Qatargate suspect files new complaint against Belgian corruption probe

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One of the main suspects in the investigation into corruption in the European Parliament and alleged interference by countries such as Morocco and Qatar has lodged new complaints about the conduct of Belgian investigators, calling for the entire case to be dropped.

Francesco Giorgi’s complaint includes the secret recording of a conversation with a senior police official involved in the case, who visited him at home last year and complained that prosecutors and judges in Belgium served a political agenda. The main suspects in the so-called Qatargate case had already called for an inquiry into the Belgian investigation last year, which delayed the trial of the case.

Giorgi’s lawyers presented the 18-minute recording to federal prosecutors on Monday questioning the “regularity” of the investigation, according to a copy of the letter accompanying the documents seen by the Financial Times.

Lawyer Pierre Monville said he would share the recording with all other parties involved in the case “so that everyone could draw their own conclusions,” the letter said.

Police Chief Inspector Ceferino Alvarez-Rodriguez stopped by Giorgi’s apartment on May 3, 2023 to return a phone that had previously been seized by police. The conversation was recorded by Giorgi without the knowledge of the police investigator.

Giorgi had been released from prison three months earlier and was made to wear an electronic bracelet, after being arrested in December 2022 when police found hundreds of thousands of euros in cash at his and his partner’s home.

The Italian citizen had been a long-time parliamentary assistant to the scheme’s alleged boss, former MP Pier Antonio Panzeri, who was also arrested in December, with police seizing a total of €1.5 million in cash. Panzeri struck a plea deal with Belgian investigators last year, following the arrest of his wife and daughter. He admitted receiving money from foreign governments to influence European legislation in exchange for a reduced sentence – a deal which has yet to be approved by a Belgian court.

According to the recording cited in the legal letter and heard by the FT, Alvarez-Rodriguez claims that Belgian authorities believed Panzeri was lying when he entered into the plea deal.

“We know it [Panzeri is lying] and we will do what is necessary to ensure that [plea bargain] it will not pass,” says Alvarez-Rodriguez. “If we prove that she is lying. . . it’s over.”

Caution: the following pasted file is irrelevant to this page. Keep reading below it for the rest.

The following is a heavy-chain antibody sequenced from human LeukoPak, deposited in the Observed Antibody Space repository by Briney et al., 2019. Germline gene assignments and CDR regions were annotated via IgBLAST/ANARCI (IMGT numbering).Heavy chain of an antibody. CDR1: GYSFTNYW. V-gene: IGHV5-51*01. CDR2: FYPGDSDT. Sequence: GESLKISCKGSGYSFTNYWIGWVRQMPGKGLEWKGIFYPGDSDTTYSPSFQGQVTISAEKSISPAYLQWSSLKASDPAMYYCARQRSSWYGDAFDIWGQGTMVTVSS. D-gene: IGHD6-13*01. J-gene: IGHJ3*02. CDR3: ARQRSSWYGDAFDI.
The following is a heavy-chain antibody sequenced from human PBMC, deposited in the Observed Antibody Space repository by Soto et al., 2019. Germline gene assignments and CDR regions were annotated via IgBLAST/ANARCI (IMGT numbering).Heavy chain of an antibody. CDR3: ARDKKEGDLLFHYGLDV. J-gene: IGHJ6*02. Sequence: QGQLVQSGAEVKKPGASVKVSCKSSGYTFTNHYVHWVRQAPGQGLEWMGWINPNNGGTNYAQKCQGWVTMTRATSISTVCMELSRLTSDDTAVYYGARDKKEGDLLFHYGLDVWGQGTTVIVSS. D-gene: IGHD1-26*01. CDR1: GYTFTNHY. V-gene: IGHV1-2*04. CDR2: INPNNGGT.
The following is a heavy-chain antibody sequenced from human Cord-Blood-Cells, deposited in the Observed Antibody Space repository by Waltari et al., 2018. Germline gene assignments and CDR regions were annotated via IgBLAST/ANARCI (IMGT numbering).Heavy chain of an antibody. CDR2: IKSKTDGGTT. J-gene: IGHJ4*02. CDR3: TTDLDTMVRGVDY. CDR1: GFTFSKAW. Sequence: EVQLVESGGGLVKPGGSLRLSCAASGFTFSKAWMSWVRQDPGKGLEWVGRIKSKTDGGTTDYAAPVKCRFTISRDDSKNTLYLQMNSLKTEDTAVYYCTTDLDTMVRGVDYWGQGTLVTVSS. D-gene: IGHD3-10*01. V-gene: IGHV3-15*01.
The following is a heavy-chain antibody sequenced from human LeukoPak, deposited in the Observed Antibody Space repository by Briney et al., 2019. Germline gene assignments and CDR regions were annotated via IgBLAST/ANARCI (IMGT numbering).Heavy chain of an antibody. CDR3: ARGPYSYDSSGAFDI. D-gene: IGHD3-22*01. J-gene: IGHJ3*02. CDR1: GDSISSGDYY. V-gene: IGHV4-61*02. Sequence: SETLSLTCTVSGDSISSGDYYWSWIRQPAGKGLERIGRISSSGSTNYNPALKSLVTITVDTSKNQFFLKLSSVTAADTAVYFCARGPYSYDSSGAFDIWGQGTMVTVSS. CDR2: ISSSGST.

The recording shows that Giorgi was furious that investigators had searched his apartment after his release from prison and seized notes he had written for his legal defense.

In response to Giorgi calling Belgian investigative methods “shocking” and saying he doesn’t trust the judiciary, Alvarez-Rodriguez says: “You have to be crazy to trust the judiciary today, whatever the country, whatever the judiciary.”

“I will trust the judiciary the day judges and prosecutors are not politically appointed, okay? I have no faith in the judiciary because its strings are pulled by politicians.”

Judges and prosecutors in Belgium are selected by an independent judicial council and then appointed by the Minister of Justice.

The investigating judge in the case, who was approving the arrest warrants and supervising the investigation, Michel Claise, stepped aside in June 2023 after it was revealed that his son was in business with the son of another linked MEP in Panzeri.

At the time, the prosecutor’s office said that Claise would resign “out of caution and to allow justice to continue its work calmly and to maintain the necessary separation between private and family life and professional responsibilities.”

The prosecutor’s office said on Monday that it had taken note of the remarks attributed to a police officer and recorded without his knowledge. You stated that your investigative work focuses precisely on “verifying the veracity of the statements” made by the person who entered into a plea agreement and whether all legal requirements were met for such an agreement to be approved.

“Procedures are currently underway before an independent tribunal to examine the legality of several investigative actions,” the office added.

The federal police declined to comment.

Additional reporting by Laura Dubois in Brussels

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